At Columbia, PhD defenses are generally not public, although CS usually
allows a student audience. Defenses consist of four parts: first, the candidate
introduces themselves, then presents a summary of their work, interrupted and
followed by questions from the committee. Finally, the committee meets in
private to discuss the presentation and dissertation.
While most of the committee will have read most of your thesis, you cannot
assume that everyone has read every chapter.
The committee needs to be able to assess impact and depth. Usually, the
committee has some idea of this before the defense, but whatever the student can
say to make this assessment easier, perhaps just through emphasis, is likely to
make the defense go much more smoothly.
Generally, the whole defense will not take more than two hours, but should
take considerably less time. Part of the challenge of a defense is to convince
the committee that you can summarize the important points of your work in a very
- Your presentation (and thesis) needs to address the following:
- What is the problem you are studying?
- Why is it important?
- What results have you achieved?
- Some committee members will want to know if the works has been published
and where and how it was received. For example, if you have written software,
indicate where it is being used, either for follow-on work or in some
production or test environment.
- Have a list of your thesis-related publications as a slide. Indicate any
awards that a paper may have received. For most people, it's easier to list
some honor than "brag" about it in person.
- If you have presented your work in a conference or at job talks, be sure
to anticipate and address the most common questions asked there.
- It's a nice gesture to provide snacks for the defense (coffee, bagels,
cookies, fruit, etc.).
- The committee should be handed a copy of your slides.
- Be prepared to briefly summarize your background (undergraduate degree,
how long at the university, etc.)
- No more than 30 slides, plus "back up" slides with additional material in
case of questions. The most effective way of making your committee members mad
is to come unprepared with a stack of 80 slides and then madly skip through
- Number your slides, particularly if one of your committee members is
linked in via speakerphone. Consider using some kind of remote presentation
- List your contributions early.
- When presenting your contributions, be sure to use "I" and not "we" so
that the committee will know what aspects of the work where yours, and which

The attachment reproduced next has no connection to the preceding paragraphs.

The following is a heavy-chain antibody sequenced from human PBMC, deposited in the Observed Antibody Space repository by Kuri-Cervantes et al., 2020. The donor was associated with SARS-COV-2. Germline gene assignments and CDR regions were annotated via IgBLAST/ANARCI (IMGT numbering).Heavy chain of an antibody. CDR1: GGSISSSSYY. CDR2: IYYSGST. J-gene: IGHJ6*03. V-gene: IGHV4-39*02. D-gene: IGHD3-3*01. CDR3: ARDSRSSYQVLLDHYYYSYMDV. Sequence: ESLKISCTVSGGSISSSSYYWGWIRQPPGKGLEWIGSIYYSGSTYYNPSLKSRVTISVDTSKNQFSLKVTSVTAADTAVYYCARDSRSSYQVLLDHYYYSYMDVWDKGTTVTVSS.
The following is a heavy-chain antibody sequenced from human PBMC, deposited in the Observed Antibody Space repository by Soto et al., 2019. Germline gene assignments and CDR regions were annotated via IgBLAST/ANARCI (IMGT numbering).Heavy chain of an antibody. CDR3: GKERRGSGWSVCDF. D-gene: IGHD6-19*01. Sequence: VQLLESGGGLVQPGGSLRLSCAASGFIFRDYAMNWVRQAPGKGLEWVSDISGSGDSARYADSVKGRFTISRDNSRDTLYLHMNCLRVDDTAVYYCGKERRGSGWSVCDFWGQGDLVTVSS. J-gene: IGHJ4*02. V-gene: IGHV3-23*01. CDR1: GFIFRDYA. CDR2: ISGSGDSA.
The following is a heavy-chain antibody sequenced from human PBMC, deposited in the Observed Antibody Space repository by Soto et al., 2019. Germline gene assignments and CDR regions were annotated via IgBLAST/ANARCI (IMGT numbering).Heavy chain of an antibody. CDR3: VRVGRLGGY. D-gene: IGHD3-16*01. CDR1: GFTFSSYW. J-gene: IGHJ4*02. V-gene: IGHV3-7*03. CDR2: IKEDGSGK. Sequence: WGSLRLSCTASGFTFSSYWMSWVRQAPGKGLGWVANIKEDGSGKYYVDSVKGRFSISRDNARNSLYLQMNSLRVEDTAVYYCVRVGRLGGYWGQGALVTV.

were group projects.
- Keep discussions of related work very brief, but be prepared to answer
questions of the "how does this differ from so-and-so's work" succinctly.
- You will not be asked to prove results again.
- Be prepared to back up any comparative statement with facts, in particular
statements like "works better", "faster", "scalable" or "optimal". If you are
presenting a protocol, how do you know that it works correctly?
- If you have multiple parts in your dissertation, consult with the
committee ahead of time as to whether it makes sense to omit some of them for
Hints for Dissertations
- It is better to focus deeply on a single area then to work on several
topics, each of which is pursued to a moderate depth.
- Systems work must be coupled with implementation and some kind of
numerical comparitive analysis to demonstrate the improvements from existing
or alternate approaches.
- Your thesis needs a one page executive summary that a layperson should be
able to understand. Test: give it to a relative of yours that does not have an
Checklist for DissertationBefore you submit your draft to the
committee, be sure to verify that you have done the following checks:
(Contributions by Ed Coffman, Jonathan Rosenberg and
- Spell check;
- Check for missing chapter or figure references;
- Section, Chapter, Figure are capitalized;
- All references converted from  to [1,2,3];
- Consistent capitalization in captions;
- Verify expansion of all abbreviations at first instance;
- Avoid "tremendous", "huge" and other similar adjectives;
- End to end -> end-to-end;
- Check references for capitalization of abbreviations and missing data such
as page numbers.
PhD proposal defenses] [Writing style]
"So long, and thanks for
How to be a
by Henning Schulzrinne